Sustainability Strategy 2025 Target

  • Develop ReOil® into a commercially viable industrial-scale process (capacity: up to 200,000 t of post-consumer plastics transformed per year)

Status 2020

  • More than 250 t of post-consumer plastics transformed into synthetic crude in 2020
  • ReOil® plant integrated in 24/7 operation of the refinery

Action Plan to Achieve the Target

  • Continually improve the process and the reliability based on defined test run programs, and utilize results achieved to improve process modeling and the design basis for the ReOil® demo plant
  • 2022: demo plant with a post-consumer plastic feedstock capacity of around 16,000 t per year

SDG targets: 8.4 Improve progressively, through 2030, global resource efficiency in consumption and production and endeavour to decouple economic growth from environmental degradation, in accordance with the 10-year framework of programmes on sustainable consumption and production, with developed countries taking the lead; 9.4 By 2030, upgrade infrastructure and retrofit industries to make them sustainable, with increased resource-use efficiency and greater adoption of clean and environmentally sound technologies and industrial processes, with all countries taking action in accordance with their respective capabilities; 12.5 By 2030, substantially reduce waste generation through prevention, reduction, recycling and reuse; 13.1 Strengthen resilience and adaptive capacity to climate-related hazards and natural disasters in all countries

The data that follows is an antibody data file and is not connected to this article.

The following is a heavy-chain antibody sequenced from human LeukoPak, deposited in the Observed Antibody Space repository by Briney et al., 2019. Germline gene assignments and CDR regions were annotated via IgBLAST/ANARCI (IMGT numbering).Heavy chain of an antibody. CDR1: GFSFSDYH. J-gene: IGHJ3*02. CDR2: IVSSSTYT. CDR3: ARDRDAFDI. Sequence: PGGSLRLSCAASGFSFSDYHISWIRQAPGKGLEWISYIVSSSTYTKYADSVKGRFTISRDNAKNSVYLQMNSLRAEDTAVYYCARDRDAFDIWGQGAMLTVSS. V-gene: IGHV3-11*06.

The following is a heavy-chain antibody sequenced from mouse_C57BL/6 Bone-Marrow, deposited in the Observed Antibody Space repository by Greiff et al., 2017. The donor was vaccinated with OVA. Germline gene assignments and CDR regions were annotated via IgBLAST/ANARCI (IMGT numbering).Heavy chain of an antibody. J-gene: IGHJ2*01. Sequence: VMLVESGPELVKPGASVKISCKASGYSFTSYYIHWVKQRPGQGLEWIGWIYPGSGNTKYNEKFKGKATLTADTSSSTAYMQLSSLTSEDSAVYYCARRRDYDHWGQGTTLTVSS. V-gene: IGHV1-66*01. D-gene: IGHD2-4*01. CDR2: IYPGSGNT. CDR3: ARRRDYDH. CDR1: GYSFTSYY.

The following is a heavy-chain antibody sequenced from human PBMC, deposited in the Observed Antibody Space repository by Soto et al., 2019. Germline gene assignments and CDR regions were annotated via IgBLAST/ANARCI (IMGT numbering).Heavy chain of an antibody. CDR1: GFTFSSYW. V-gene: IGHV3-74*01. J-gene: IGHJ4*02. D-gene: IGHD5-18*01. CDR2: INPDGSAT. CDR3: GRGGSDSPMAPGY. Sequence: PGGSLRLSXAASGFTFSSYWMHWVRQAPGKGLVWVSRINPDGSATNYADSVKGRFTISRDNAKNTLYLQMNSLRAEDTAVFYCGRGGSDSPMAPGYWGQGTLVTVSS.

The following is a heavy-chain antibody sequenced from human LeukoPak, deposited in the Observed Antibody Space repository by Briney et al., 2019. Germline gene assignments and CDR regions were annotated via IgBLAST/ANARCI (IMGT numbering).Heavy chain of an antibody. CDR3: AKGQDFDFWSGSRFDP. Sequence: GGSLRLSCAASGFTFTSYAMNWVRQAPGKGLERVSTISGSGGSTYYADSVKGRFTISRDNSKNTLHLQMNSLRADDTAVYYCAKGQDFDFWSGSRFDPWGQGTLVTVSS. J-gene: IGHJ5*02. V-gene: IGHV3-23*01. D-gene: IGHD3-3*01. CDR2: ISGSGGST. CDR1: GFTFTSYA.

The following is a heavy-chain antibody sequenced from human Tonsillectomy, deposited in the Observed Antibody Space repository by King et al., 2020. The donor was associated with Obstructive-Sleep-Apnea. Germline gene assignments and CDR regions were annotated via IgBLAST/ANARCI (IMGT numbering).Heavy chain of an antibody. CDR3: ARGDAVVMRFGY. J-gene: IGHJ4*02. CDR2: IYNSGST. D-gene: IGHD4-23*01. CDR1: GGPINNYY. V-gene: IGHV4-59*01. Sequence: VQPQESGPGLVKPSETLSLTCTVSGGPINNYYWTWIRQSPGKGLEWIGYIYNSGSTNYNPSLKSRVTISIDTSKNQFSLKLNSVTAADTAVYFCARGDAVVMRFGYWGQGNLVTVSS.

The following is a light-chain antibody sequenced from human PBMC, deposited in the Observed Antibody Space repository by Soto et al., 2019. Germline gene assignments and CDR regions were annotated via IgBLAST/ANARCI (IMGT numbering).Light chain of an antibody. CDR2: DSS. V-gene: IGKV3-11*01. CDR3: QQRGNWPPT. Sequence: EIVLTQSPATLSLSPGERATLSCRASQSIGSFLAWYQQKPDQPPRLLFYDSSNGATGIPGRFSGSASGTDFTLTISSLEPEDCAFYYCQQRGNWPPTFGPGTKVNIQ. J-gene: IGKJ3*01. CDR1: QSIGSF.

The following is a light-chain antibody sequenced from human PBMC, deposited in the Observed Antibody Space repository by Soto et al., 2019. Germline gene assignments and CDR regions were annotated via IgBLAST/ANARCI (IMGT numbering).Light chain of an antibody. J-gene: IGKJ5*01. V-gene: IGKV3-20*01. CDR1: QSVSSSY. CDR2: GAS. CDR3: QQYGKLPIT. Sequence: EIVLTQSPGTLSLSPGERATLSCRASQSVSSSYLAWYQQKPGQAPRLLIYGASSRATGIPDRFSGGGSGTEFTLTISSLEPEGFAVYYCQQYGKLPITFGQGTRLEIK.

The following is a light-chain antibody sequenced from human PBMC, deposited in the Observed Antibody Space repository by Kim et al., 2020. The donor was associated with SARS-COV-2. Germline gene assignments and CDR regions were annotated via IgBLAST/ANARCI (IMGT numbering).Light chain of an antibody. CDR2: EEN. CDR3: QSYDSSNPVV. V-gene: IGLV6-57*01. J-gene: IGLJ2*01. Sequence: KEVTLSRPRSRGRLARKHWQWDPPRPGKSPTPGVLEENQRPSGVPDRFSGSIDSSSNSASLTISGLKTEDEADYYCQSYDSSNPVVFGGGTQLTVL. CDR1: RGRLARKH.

Mechanical Recycling

Recycling (graphic)

With the acquisition of Borealis, OMV is also expanding into mechanical recycling. Borealis mechanically recycles polyolefin plastic materials in Germany (mtm plastics) and flexible plastics in Austria (Ecoplast). It has committed to delivering 350,000 t of recycled polyolefins (polyethylene [] and polypropylene []) per year for the production of second-generation products by 2025. Major European polyolefin plastics producers have pledged to the Commission that they will deliver 1 of recycled polyolefins.

In 2019, Borealis and the EREMA Group, the global market leader in the development and production of plastics recycling systems, signed a letter of intent signaling their aim to deepen their existing mechanical recycling partnership.

Recycled Product

Borealis aims for its Consumer Products portfolio to be 100% recyclable, reusable, or contain renewable content by 2025. In 2020, Borealis launched the new plastics recycling technology Borcycle™. This evolving technology will be used to produce high-quality compounds made of recycled polyolefins (). For example, Borcycle™ MF1981SY is one of several new rPO compounds especially suited for use in visible black parts, e.g., in small appliances. The solution contains over 80% recycled materials and delivers an ideal balance of stiffness and impact. Pilot applications molded in this sustainable addition to Borealis’ rPO portfolio include several parts for a Bosch vacuum cleaner.

1 Austrian Federal Environmental Agency, “ReOil® – Bewertung eines Konzeptes zur kaskadischen Nutzung von Altkunststoffen im Raffineriekontext” (available only in German), 2016

carbon dioxide
memorandum of understanding
European Union
recycled polyolefins